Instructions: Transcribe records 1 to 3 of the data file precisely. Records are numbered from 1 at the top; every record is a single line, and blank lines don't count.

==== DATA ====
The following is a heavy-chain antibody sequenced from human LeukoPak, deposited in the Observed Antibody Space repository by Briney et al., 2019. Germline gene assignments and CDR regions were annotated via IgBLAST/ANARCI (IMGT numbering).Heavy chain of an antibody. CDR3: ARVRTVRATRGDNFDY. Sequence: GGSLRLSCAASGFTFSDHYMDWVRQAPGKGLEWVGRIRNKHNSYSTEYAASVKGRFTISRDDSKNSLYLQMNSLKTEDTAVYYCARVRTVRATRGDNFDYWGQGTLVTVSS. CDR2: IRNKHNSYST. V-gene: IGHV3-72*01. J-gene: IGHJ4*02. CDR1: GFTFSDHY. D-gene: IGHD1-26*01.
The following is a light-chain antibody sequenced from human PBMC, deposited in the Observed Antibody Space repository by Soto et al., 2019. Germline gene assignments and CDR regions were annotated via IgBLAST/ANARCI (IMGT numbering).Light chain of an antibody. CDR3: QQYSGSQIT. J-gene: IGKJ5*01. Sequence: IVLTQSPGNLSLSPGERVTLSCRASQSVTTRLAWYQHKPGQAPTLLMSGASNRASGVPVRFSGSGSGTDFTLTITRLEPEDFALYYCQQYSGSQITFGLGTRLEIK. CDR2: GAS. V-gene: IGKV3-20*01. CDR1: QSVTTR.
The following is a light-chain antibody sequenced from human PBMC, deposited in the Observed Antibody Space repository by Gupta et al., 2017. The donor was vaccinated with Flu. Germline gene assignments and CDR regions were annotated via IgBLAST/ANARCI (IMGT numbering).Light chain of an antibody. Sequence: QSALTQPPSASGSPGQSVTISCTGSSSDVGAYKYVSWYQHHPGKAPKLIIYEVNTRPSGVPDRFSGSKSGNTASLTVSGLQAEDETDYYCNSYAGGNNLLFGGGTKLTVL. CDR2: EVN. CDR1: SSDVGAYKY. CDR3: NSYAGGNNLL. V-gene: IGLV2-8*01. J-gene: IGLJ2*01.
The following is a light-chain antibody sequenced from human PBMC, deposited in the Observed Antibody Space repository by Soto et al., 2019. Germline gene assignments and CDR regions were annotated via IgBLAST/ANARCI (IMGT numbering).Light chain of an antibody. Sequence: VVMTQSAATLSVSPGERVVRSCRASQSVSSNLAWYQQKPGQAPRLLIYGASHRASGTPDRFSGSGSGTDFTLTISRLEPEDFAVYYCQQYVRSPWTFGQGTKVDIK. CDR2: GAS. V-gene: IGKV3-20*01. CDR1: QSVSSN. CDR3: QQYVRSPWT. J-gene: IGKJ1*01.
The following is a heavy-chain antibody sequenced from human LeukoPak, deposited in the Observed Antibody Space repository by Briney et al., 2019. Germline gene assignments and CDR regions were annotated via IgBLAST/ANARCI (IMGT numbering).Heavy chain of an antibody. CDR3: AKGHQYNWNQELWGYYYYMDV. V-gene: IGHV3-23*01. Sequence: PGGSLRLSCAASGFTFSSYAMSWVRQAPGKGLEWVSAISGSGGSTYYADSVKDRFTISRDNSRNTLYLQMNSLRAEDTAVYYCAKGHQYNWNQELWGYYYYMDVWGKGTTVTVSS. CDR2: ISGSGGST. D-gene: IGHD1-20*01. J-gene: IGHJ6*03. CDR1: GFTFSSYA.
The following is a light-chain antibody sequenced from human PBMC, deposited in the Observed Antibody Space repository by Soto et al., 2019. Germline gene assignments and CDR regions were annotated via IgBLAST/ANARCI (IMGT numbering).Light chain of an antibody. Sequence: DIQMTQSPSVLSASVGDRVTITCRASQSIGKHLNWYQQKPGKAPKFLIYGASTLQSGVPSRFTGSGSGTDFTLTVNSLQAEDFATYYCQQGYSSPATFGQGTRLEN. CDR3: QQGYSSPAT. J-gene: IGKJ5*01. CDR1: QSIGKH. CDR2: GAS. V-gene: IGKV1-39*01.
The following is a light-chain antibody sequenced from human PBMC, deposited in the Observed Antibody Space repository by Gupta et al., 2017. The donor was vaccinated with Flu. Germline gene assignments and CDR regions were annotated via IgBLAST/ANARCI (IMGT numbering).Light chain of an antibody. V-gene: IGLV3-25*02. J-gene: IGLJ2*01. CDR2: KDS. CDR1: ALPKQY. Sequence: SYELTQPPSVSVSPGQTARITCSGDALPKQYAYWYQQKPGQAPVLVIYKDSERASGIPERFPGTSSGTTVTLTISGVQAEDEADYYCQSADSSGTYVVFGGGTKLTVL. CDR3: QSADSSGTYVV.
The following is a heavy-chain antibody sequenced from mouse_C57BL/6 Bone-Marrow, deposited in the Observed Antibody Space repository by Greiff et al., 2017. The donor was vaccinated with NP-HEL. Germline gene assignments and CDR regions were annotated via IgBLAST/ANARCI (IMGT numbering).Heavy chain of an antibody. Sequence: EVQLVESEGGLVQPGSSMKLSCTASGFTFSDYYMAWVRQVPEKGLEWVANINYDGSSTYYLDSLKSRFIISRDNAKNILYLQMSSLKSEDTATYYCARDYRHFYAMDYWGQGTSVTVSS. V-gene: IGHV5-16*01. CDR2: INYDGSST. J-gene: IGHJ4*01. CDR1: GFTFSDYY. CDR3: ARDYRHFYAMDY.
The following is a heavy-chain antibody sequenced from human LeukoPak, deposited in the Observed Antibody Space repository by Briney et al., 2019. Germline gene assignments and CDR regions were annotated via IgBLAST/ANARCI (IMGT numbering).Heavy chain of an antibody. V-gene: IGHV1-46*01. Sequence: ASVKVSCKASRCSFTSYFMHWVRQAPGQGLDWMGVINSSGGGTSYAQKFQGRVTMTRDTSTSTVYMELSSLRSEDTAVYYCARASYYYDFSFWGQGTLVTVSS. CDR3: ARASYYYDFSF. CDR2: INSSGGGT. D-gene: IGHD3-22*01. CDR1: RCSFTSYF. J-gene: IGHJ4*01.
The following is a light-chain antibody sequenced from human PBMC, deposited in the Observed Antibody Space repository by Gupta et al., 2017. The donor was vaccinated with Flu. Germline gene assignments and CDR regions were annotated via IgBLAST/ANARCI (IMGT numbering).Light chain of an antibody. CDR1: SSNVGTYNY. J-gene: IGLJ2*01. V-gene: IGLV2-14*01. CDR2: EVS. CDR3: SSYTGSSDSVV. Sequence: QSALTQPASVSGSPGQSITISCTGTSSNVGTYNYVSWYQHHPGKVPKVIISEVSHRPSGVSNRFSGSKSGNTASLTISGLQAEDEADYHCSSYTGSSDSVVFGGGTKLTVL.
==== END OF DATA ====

The following is a heavy-chain antibody sequenced from human LeukoPak, deposited in the Observed Antibody Space repository by Briney et al., 2019. Germline gene assignments and CDR regions were annotated via IgBLAST/ANARCI (IMGT numbering).Heavy chain of an antibody. CDR3: ARVRTVRATRGDNFDY. Sequence: GGSLRLSCAASGFTFSDHYMDWVRQAPGKGLEWVGRIRNKHNSYSTEYAASVKGRFTISRDDSKNSLYLQMNSLKTEDTAVYYCARVRTVRATRGDNFDYWGQGTLVTVSS. CDR2: IRNKHNSYST. V-gene: IGHV3-72*01. J-gene: IGHJ4*02. CDR1: GFTFSDHY. D-gene: IGHD1-26*01.
The following is a light-chain antibody sequenced from human PBMC, deposited in the Observed Antibody Space repository by Soto et al., 2019. Germline gene assignments and CDR regions were annotated via IgBLAST/ANARCI (IMGT numbering).Light chain of an antibody. CDR3: QQYSGSQIT. J-gene: IGKJ5*01. Sequence: IVLTQSPGNLSLSPGERVTLSCRASQSVTTRLAWYQHKPGQAPTLLMSGASNRASGVPVRFSGSGSGTDFTLTITRLEPEDFALYYCQQYSGSQITFGLGTRLEIK. CDR2: GAS. V-gene: IGKV3-20*01. CDR1: QSVTTR.
The following is a light-chain antibody sequenced from human PBMC, deposited in the Observed Antibody Space repository by Gupta et al., 2017. The donor was vaccinated with Flu. Germline gene assignments and CDR regions were annotated via IgBLAST/ANARCI (IMGT numbering).Light chain of an antibody. Sequence: QSALTQPPSASGSPGQSVTISCTGSSSDVGAYKYVSWYQHHPGKAPKLIIYEVNTRPSGVPDRFSGSKSGNTASLTVSGLQAEDETDYYCNSYAGGNNLLFGGGTKLTVL. CDR2: EVN. CDR1: SSDVGAYKY. CDR3: NSYAGGNNLL. V-gene: IGLV2-8*01. J-gene: IGLJ2*01.